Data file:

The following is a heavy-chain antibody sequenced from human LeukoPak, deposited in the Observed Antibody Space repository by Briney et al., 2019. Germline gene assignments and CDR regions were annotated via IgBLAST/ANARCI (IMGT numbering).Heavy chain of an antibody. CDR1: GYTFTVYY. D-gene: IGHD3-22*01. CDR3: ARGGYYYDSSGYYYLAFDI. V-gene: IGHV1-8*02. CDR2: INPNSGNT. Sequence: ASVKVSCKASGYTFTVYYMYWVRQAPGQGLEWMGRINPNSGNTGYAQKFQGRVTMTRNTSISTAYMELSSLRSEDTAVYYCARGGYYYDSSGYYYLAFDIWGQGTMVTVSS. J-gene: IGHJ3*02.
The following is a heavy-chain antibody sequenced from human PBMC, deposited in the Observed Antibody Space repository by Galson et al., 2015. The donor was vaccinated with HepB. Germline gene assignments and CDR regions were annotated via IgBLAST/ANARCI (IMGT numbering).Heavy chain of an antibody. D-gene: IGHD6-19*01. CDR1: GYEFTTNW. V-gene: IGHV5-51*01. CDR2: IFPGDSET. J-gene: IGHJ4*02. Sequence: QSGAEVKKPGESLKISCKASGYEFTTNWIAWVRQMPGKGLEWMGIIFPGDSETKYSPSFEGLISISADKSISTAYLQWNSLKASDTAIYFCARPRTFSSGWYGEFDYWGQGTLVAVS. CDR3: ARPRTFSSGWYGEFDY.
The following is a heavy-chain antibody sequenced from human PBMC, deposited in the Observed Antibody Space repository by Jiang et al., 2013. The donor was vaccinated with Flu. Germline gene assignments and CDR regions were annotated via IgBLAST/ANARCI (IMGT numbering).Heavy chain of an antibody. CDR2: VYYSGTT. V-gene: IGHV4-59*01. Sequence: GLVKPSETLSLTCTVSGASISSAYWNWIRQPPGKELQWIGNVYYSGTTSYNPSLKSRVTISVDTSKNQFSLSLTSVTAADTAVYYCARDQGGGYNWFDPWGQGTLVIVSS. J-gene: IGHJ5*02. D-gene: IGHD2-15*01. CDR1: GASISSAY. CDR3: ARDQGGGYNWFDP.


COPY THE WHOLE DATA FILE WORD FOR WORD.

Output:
The following is a heavy-chain antibody sequenced from human LeukoPak, deposited in the Observed Antibody Space repository by Briney et al., 2019. Germline gene assignments and CDR regions were annotated via IgBLAST/ANARCI (IMGT numbering).Heavy chain of an antibody. CDR1: GYTFTVYY. D-gene: IGHD3-22*01. CDR3: ARGGYYYDSSGYYYLAFDI. V-gene: IGHV1-8*02. CDR2: INPNSGNT. Sequence: ASVKVSCKASGYTFTVYYMYWVRQAPGQGLEWMGRINPNSGNTGYAQKFQGRVTMTRNTSISTAYMELSSLRSEDTAVYYCARGGYYYDSSGYYYLAFDIWGQGTMVTVSS. J-gene: IGHJ3*02.
The following is a heavy-chain antibody sequenced from human PBMC, deposited in the Observed Antibody Space repository by Galson et al., 2015. The donor was vaccinated with HepB. Germline gene assignments and CDR regions were annotated via IgBLAST/ANARCI (IMGT numbering).Heavy chain of an antibody. D-gene: IGHD6-19*01. CDR1: GYEFTTNW. V-gene: IGHV5-51*01. CDR2: IFPGDSET. J-gene: IGHJ4*02. Sequence: QSGAEVKKPGESLKISCKASGYEFTTNWIAWVRQMPGKGLEWMGIIFPGDSETKYSPSFEGLISISADKSISTAYLQWNSLKASDTAIYFCARPRTFSSGWYGEFDYWGQGTLVAVS. CDR3: ARPRTFSSGWYGEFDY.
The following is a heavy-chain antibody sequenced from human PBMC, deposited in the Observed Antibody Space repository by Jiang et al., 2013. The donor was vaccinated with Flu. Germline gene assignments and CDR regions were annotated via IgBLAST/ANARCI (IMGT numbering).Heavy chain of an antibody. CDR2: VYYSGTT. V-gene: IGHV4-59*01. Sequence: GLVKPSETLSLTCTVSGASISSAYWNWIRQPPGKELQWIGNVYYSGTTSYNPSLKSRVTISVDTSKNQFSLSLTSVTAADTAVYYCARDQGGGYNWFDPWGQGTLVIVSS. J-gene: IGHJ5*02. D-gene: IGHD2-15*01. CDR1: GASISSAY. CDR3: ARDQGGGYNWFDP.